The investigation of the length/width ratio is also carried out with a model of varied width *W*_{s} and fixed length *L* = 75μm. This simulation provided exactly the same results as the previous one indicating that the scale of a device has no influence on the performance of an EMR device. Therefore, EMR devices can be fabricated according to the spatial resolution requirements of the specific applications or restrictions due to the fabrication technology. This not only gives flexibility with respect to design but also higher accuracy for specific applications.

### 6.3. Placement of voltage probes in IVVI configuration

An IVVI device with length *L* = 45 μm and width *W* = 3 μm (*α* = 15) is simulated to investigate the influence of the placement of the voltage probes. Here, α_{V} is used to denote the distance of the voltage probes from the y-axis (Figure 12 (a)). Firstly, a symmetric configuration is used, i.e. *α*_{V} = *α*_{VL}= *α*_{VR}. *α*_{V} is changed from 0.5 to 22.5 μm in steps of 1 μm, and its influence on the sensitivity is shown in Figure 15. The sensitivity increases as the probes move further away from the y-axis at both weak and strong fields, and it can be concluded that the larger the separation of the probes the higher the performance. It is interesting to note that there is a considerable increase in sensitivity as the two probes approach their respective corners. In order to get a better understanding of this effect, Figure 16 shows the electric potential distribution along the edge of the semiconductor bar for different magnetic fields. Most of the potential change occurs in the semiconductor close to the current leads. This is due to the smaller cross-section available for the current to pass through, resulting in higher current densities and, consequently, larger electric fields. As the magnetic field increases, the current density along the right edge of the semiconductor increases even further, while on the left edge of the semiconductor the opposite happens (compare Figure 10(c) for positive fields). In between, the two edges, at higher fields, the amount of current flowing through the semiconductor increases thereby facing an increased resistance and, hence, larger potential differences are observed. Since the largest changes of the potential arise around the corners, higher sensitivity can be obtained by placing the voltage probes closer to the corners (Figure 15). Hence, a symmetric EMR sensor with high sensitivity can be reduced to a two-contact device where the contacts are utilized for current injection as well as voltage measurement.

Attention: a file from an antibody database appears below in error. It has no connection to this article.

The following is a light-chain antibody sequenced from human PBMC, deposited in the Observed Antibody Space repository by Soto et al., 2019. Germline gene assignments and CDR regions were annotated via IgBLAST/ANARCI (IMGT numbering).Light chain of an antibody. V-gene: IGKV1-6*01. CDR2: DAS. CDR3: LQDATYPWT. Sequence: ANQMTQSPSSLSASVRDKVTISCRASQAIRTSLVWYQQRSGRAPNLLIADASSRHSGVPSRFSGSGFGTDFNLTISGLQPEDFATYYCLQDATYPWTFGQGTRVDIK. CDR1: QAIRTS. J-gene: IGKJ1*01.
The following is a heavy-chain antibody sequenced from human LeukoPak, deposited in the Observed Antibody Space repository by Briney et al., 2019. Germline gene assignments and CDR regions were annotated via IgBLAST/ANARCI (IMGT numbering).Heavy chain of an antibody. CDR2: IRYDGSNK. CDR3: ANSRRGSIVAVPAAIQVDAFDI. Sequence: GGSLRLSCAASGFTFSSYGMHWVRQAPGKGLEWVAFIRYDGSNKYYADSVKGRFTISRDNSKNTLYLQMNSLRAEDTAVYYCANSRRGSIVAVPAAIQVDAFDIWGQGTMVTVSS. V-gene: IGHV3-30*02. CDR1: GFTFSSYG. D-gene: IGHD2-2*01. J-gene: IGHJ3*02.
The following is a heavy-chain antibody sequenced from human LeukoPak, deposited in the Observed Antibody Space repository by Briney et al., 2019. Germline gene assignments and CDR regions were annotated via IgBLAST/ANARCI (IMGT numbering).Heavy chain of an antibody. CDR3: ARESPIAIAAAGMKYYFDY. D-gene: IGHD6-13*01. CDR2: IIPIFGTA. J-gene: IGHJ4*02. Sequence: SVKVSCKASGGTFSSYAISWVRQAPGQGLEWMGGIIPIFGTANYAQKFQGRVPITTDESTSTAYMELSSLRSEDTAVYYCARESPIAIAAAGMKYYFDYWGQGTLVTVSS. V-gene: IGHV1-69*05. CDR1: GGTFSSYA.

It has previously been reported that an asymmetric contact configuration increases the EMR effect [12]. In order to study the influence of an asymmetric arrangement of the voltage probes, an IVVI configuration is simulated with *α*_{VR} fixed at 7.5 μm while *α*_{VL} is varied from -22.5 μm to 22.5 μm. The current is injected at the current lead with varying position. Figure 17 shows the sensitivity as a function of *α*_{VL}. Compared to the results found for the symmetric arrangement (Figure 15), the maximum sensitivity at high field (1 T) has reduced. In the case of low fields, the sensitivity has slightly increased due to the asymmetric arrangement.